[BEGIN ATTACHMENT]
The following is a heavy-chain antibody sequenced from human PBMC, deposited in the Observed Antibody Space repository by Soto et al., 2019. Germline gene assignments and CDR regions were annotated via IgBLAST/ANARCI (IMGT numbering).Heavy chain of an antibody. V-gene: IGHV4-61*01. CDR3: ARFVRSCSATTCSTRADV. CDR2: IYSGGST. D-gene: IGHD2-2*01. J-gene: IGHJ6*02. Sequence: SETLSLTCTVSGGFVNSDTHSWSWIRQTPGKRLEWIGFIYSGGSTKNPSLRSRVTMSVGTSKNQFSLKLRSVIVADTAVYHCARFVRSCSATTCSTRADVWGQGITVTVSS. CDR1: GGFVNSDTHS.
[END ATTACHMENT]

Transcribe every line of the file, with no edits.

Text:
The following is a heavy-chain antibody sequenced from human PBMC, deposited in the Observed Antibody Space repository by Soto et al., 2019. Germline gene assignments and CDR regions were annotated via IgBLAST/ANARCI (IMGT numbering).Heavy chain of an antibody. V-gene: IGHV4-61*01. CDR3: ARFVRSCSATTCSTRADV. CDR2: IYSGGST. D-gene: IGHD2-2*01. J-gene: IGHJ6*02. Sequence: SETLSLTCTVSGGFVNSDTHSWSWIRQTPGKRLEWIGFIYSGGSTKNPSLRSRVTMSVGTSKNQFSLKLRSVIVADTAVYHCARFVRSCSATTCSTRADVWGQGITVTVSS. CDR1: GGFVNSDTHS.